Torsten Curdt wrote:
Being a complete idiot for distributed computing, I would say it is
easy to explode a JVM when doing such distributed jobs, (should it be
for OOM or anything).
Then restrict what people can do - at least Google went that route.
I don't know what Google did on the specifics :)
If you want to do that with Java and restrict memory usage, cpu usage
and descriptor access within each inVM instance. That's a considerable
amount of work that likely implies writing a specific agent for the vm
(or an agent for a specific vm that is, because it's pretty unlikely
that you will get the same results across vms), assuming that can then
really be done at the classloader level for each task (which is pretty
insanely complex to me if you have to consider allocation done at the
parent classloader level, etc..)
At least by forking a vm you can afford to get some reasonably bound
control over the resources usage (or at least memory) without bringing
down everything since a vm is already bound to some degrees.
Failing jobs are not exactly uncommon and running things in a
sandboxed environment with less risk for the tracker seems like a
perfectly reasonable choice. So yeah, vm pooling certainly makes
perfect sense for it
I am still not convinced - sorry
It's a bit like you would like to run JSPs in a separate JVM because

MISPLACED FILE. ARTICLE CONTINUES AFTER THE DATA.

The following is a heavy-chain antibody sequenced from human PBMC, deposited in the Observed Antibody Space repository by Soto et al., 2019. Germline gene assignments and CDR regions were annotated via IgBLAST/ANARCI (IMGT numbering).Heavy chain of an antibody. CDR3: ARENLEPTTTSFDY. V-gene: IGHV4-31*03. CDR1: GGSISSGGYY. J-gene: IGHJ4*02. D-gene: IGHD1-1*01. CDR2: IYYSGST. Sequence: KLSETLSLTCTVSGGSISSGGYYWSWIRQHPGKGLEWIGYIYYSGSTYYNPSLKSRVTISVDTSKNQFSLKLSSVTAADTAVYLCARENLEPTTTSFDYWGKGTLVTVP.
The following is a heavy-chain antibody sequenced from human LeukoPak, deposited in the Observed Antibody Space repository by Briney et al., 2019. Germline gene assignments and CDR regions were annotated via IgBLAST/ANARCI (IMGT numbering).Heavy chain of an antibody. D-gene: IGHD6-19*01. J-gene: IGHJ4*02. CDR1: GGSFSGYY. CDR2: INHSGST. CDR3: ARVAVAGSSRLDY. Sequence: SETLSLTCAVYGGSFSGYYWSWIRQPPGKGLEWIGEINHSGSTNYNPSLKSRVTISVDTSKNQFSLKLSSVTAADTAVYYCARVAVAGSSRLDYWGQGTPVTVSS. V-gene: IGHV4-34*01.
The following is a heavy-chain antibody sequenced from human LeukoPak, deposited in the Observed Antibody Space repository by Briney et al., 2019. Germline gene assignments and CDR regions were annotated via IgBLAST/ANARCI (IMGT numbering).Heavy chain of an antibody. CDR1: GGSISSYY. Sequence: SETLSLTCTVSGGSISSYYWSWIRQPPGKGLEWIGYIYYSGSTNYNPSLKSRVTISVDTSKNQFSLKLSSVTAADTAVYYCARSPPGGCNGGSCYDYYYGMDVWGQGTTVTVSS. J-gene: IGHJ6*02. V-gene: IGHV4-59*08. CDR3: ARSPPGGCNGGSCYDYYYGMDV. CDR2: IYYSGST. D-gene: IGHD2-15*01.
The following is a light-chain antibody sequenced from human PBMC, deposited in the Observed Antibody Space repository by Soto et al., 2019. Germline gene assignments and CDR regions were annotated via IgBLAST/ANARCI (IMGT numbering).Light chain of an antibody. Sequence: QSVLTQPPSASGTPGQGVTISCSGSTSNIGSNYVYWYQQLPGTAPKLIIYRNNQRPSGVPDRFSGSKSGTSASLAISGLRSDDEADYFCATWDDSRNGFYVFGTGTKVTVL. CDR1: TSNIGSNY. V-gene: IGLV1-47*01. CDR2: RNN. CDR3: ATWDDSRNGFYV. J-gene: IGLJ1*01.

they might take down the servlet container.
it is a bit too extreme in granularity. I think it is more about like
running n different webapps within the same VM or not. So if one webapp
is resource hog, separating it would not harm the n-1 other applications
and you would either create another server instance or move it away to
I know of environment with large number of nodes (not related to hadoop)
where they also reboot a set of nodes daily to ensure that all machines
are really in working conditions (it's usually when the machine reboots
due to failure or whatever that someone has to rush to it because some
service forgot to be registered or things like that, so doing this
periodic check gives some people better ideas of their response time to
failure). That depends of operational procedures for sure.
I don't think it should be done in the spirit that everything is perfect
in the perfect world because we know it is not like that. So there will
be compromise between safety and performance and having something
reasonably tolerant to failure is also a performance advantage.
Doing simple things in a task like a deleteOnExit is enough to leak on
some VMs a few kbs each time and stay there until the vm dies (fixed in
1.5.0_10 if I remember well). Figuring out things like that in the end
is likely to take a severe amount of time considering it is an internal
leak and will not appear in your favorite java profiler either.
Bottom line is that even if you're 100% sure of your code which is quite
unlikely (at least for me as far as I'm concerned ), you don't know
third-party code. So without being totally paranoid, this is something
that cannot be ignored.